WD agrees to fix hauling station

WD agrees to fix hauling stationBy BRIAN COSNER

News Review Staff Writer

After installing a new water hauling station earlier this year, the Indian Wells Valley Water District must return to the project to correct issues with ADA compliance and other complaints from haulers.

Water hauler Ryan Smith addressed the IWVWD board during a September meeting, during which he complained about the “utter lack of accessibility.” Smith, who uses a wheelchair, said the site didn’t have the space he needed to get out of his truck and properly access his trailer or reach the pump.

“Even people that aren’t disabled are having trouble using it,” said Smith. Other haulers also described the difficulty, or impossibility, of using the display terminal because of how high it is from the ground.

Two options were provided by district staff: the district could pay $115,000 to upgrade the current site to ADA compliance or move the station to the Water District yard for $140,000. Staff recommended moving the site for better security, customer service and network connectivity — but the recommendation was met with universal dissent from the haulers who were present.

According to staff, the district was dealing with minor vandalism issues, and spotty cell service impedes pulling the necessary data from the hauling station terminal. District boardmembers also said they assumed having personnel more readily accessible would be helpful to haulers if any other problems arose.

The haulers expressed no dissatisfaction about vandalism or customer service, but said that the distance involved in driving to the district yard would prevent them from getting the water they need.

“I haven’t talked to anybody who is a water hauler who has been interviewed to say, ‘Hey, what is it you guys need?’” said Bill Farris during public comment. “I understand you guys know what you need, but I think there’s not an understanding here.

“The difference in proximity for the water hauler here is pretty dramatic. I know you folk haven’t hauled water so you wouldn’t understand this. You’re going to make people haul water more than three miles rather than a quarter of a mile because you can’t get connectivity? Does that sound reasonable?”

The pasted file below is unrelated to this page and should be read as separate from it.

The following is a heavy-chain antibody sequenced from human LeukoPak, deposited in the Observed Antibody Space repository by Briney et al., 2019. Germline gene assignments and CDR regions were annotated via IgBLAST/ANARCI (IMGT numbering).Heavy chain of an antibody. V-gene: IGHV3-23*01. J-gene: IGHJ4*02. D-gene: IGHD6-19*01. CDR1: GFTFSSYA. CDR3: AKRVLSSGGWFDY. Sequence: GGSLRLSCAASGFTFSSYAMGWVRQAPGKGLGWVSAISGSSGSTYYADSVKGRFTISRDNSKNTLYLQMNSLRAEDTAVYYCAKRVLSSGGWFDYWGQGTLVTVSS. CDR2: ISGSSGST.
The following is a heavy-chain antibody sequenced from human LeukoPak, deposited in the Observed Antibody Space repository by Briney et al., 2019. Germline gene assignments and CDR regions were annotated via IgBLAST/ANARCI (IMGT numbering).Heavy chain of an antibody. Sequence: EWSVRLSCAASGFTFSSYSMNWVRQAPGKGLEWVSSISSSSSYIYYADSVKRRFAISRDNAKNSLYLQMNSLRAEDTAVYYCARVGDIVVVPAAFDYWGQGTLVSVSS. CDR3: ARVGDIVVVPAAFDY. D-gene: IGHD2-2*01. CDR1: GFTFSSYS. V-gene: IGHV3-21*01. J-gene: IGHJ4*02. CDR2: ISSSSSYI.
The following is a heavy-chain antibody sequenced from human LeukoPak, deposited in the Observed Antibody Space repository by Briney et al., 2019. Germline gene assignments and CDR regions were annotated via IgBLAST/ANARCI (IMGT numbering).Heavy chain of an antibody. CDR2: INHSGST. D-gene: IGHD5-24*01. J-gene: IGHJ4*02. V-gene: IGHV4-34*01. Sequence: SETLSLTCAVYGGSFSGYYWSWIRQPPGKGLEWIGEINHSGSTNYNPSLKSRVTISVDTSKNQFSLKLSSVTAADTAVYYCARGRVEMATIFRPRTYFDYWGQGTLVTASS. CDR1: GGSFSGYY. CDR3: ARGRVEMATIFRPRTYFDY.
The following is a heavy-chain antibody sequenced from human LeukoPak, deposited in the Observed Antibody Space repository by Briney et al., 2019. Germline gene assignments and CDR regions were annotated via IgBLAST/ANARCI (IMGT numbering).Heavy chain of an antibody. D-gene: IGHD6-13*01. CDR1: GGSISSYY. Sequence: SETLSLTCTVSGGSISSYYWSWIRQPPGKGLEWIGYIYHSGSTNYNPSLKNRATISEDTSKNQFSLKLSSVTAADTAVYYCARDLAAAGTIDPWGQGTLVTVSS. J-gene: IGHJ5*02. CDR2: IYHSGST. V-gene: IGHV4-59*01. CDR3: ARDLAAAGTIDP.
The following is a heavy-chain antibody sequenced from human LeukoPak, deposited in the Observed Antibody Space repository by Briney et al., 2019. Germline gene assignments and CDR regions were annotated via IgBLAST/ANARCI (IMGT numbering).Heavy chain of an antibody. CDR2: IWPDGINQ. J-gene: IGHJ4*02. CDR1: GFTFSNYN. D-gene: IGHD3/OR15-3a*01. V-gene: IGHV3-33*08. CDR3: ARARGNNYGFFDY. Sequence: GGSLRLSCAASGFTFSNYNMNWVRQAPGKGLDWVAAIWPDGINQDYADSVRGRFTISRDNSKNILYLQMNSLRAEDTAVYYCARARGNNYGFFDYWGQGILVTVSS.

According to Farris, it takes about 10 minutes just to make the quarter-mile trip in his water trailer. The station is currently in an area in the hills where most haulers don’t have to navigate much of an incline to get their water. Several said their trucks and trailers wouldn’t be able to sustain repeated trips into town and hauling thousands of pounds uphill if the station were moved.

Board Vice President David Saint-Amand asked staff if there was enough space to accommodate for traffic by the bulk haulers. Chief Engineer Renee Morquecho said there was, but the haulers responded from the audience by shaking their heads in disbelief.

In addition to concerns about wear and tear, several haulers said that their rigs weren’t street legal and that driving in traffic would create additional safety hazards.

“There isn’t room for some of us with the apparatuses we have,” said hauler Sophia Merk. “And a child doesn’t know that a truck can’t just stop suddenly and there’s poor visibility. I would hate like hell hitting a child coming into town trying to get a load of water.”

“We’re not talking about an inconvenience here, we’re talking about a real hardship,” said Farris. “It would seem to me that a better understanding of what’s involved ought to happen before a decision is made.

“It is not your job as a board to be ADA experts, but I don’t know how they could have proposed a facility in this day and age before deferring to professionals on ADA compliance. This is a huge thing in the world today. How did that get skipped?”

Farris said moving the station so far away from the homes would “shut a lot of people down” and “almost render their property useless.”

“It seems there’s almost an underlying tone that says ‘we’ll show you for demanding ADA compliance.’ That’s how it feels to be on this end of the deal – you need to know that. It feels like you’re saying ‘if you guys don’t have water, that’s not our problem.’ It seems to me we need a little better two-way communication.”

After hearing from the public, members of the board had a chance to respond.

“None of this board would try to go against ADA … it just wasn’t thought out properly,” said President Chuck Cordell. “We just tried to clean it up and make it easy to use.”

Boardmember Ron Kicinski said he thought there would be more benefit if personal assistance was more readily available with the station located in the district yard. “But now that you’ve spoken, I can understand what you’re saying,” he said.

“My feeling is the additional $25 thousand to move it here doesn’t give the water haulers any perceived benefit,” said Boardmember Stan Rajtora. “As a matter of fact, just the opposite. A move of the facility is going to create more problems than it’s going to solve for the water haulers.”

The board elected to make ADA-compliant upgrades to the station at its current location. The vote was met with applause and gratitude from the water haulers in the audience.

Pictured: Water haulers pack Monday’s water board meeting. — Photo by Laura Austin

Story First Published: 2020-01-17